Grimes DA, Lang AE, Bergeron CB: Dementia as the most common presentation of cortical-basal ganglionic degeneration. Neurology. 1999, 53: 1969-1974. 10.1212/WNL.53.9.1969.

    CAS  PubMed  Google Scholar 

  76. 76.

    Lee SE, Rabinovici GD, Mayo MC, Wilson SM, Seeley WW, DeArmond SJ, Huang EJ, Trojanowski JQ, Growdon ME, Jang JY, Sidhu M, See TM, Karydas AM, Gorno-Tempini ML, Boxer AL, Weiner MW, Geschwind MD, Rankin KP, Miller BL: Clinicopathological correlations in corticobasal degeneration. Ann Neurol. 2011, 70: 327-340. 10.1002/ana.22424.

    PubMed Central  PubMed  Google Scholar 

  77. 77.

    Kertesz A, Martinez-Lage P, Davidson W, Munoz DG: The corticobasal degeneration syndrome overlaps progressive aphasia and frontotemporal dementia. Neurology. 2000, 55: 1368-1375. 10.1212/WNL.55.9.1368.

    CAS  PubMed  Google Scholar 

  78. 78.

    Josephs KA, Petersen RC, Knopman DS, Boeve BF, Whitwell JL, Duffy JR, Parisi JE, Dickson DW: Clinicopathologic analysis of frontotemporal and corticobasal degenerations and PSP. Neurology. 2006, 66: 41-48. 10.1212/01.wnl.0000191307.69661.c3.

    CAS  PubMed  Google Scholar 

  79. 79.

    Hassan A, Whitwell JL, Boeve BF, Jack CR, Parisi JE, Dickson DW, Josephs KA: Symmetric corticobasal degeneration (S-CBD). Parkinsonism Relat Disord. 2010, 16: 208-214. 10.1016/j.parkreldis.2009.11.013.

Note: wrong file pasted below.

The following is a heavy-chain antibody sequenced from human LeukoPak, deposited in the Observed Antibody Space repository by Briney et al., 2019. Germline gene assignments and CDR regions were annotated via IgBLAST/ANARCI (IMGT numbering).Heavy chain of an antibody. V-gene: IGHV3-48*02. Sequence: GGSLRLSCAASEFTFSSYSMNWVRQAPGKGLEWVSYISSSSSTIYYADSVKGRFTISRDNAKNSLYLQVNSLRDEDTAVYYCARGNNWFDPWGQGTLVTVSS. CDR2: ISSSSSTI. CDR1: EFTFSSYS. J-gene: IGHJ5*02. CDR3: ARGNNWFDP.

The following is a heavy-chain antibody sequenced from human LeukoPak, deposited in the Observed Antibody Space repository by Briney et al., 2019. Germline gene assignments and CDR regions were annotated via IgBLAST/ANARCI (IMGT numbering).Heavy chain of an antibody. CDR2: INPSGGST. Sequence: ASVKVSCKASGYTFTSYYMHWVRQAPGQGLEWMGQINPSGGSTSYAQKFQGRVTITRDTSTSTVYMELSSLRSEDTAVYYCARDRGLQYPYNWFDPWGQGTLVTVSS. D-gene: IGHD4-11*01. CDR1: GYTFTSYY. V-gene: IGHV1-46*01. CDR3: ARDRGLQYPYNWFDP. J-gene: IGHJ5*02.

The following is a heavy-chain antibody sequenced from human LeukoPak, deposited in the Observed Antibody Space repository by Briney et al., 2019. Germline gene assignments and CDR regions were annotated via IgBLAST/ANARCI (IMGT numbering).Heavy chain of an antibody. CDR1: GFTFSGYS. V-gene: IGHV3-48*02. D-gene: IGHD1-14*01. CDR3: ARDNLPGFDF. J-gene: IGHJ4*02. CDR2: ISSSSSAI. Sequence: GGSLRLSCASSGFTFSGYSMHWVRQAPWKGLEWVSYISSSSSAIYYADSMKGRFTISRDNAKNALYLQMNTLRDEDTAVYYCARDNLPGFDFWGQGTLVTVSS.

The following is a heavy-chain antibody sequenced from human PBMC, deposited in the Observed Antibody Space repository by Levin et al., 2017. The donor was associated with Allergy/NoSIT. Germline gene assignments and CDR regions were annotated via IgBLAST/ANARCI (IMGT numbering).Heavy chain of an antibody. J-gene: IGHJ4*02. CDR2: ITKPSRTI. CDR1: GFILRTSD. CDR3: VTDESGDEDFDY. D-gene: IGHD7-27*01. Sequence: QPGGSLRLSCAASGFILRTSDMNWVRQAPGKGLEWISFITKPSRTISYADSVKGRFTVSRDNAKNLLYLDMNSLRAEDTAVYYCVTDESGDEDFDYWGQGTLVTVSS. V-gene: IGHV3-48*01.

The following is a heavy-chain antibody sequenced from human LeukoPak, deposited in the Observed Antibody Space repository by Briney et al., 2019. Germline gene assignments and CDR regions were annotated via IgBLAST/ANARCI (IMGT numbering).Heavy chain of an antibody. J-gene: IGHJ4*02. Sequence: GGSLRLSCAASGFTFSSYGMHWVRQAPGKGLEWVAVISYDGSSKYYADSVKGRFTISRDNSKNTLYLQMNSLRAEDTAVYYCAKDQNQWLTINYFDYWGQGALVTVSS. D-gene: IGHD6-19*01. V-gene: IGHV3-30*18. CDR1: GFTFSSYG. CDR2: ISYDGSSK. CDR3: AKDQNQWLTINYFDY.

PubMed Central  PubMed  Google Scholar 

  80. 80.

    Kovacs GG, Rozemuller AJ, van Swieten JC, Gelpi E, Majtenyi K, Al-Sarraj S, Troakes C, Bódi I, King A, Hortobágyi T, Esiri MM, Ansorge O, Giaccone G, Ferrer I, Arzberger T, Bogdanovic N, Nilsson T, Leisser I, Alafuzoff I, Ironside JW, Kretzschmar H, Budka H: Neuropathology of the hippocampus in FTLD-Tau with Pick bodies: a study of the BrainNet Europe Consortium. Neuropathol Appl Neurobiol. 2013, 39: 166-178. 10.1111/j.1365-2990.2012.01272.x.

    CAS  PubMed  Google Scholar 

  81. 81.

    Graff-Radford NR, Damasio AR, Hyman BT, Hart MN, Tranel D, Damasio H, Van Hoesen GW, Rezai K: Progressive aphasia in a patient with Pick’s disease: a neuropsychological, radiologic, and anatomic study. Neurology. 1990, 40: 620-626. 10.1212/WNL.40.4.620.

    CAS  PubMed  Google Scholar 

  82. 82.

    Caso F, Gesierich B, Henry M, Sidhu M, LaMarre A, Babiak M, Miller BL, Rabinovici GD, Huang EJ, Magnani G, Filippi M, Comi G, Seeley WW, Gorno-Tempini ML: Nonfluent/agrammatic PPA with in-vivo cortical amyloidosis and Pick’s disease pathology. Behav Neurol. 2013, 26: 95-106.

    PubMed Central  PubMed  Google Scholar 

  83. 83.

    Tsuchiya K, Piao YS, Oda T, Mochizuki A, Arima K, Hasegawa K, Haga C, Kakita A, Hori K, Tominaga I, Yagishita S, Akiyama H, Takahashi H: Pathological heterogeneity of the precentral gyrus in Pick’s disease: a study of 16 autopsy cases. Acta Neuropathol. 2006, 112: 29-42. 10.1007/s00401-005-0028-6.

    PubMed  Google Scholar 

  84. 84.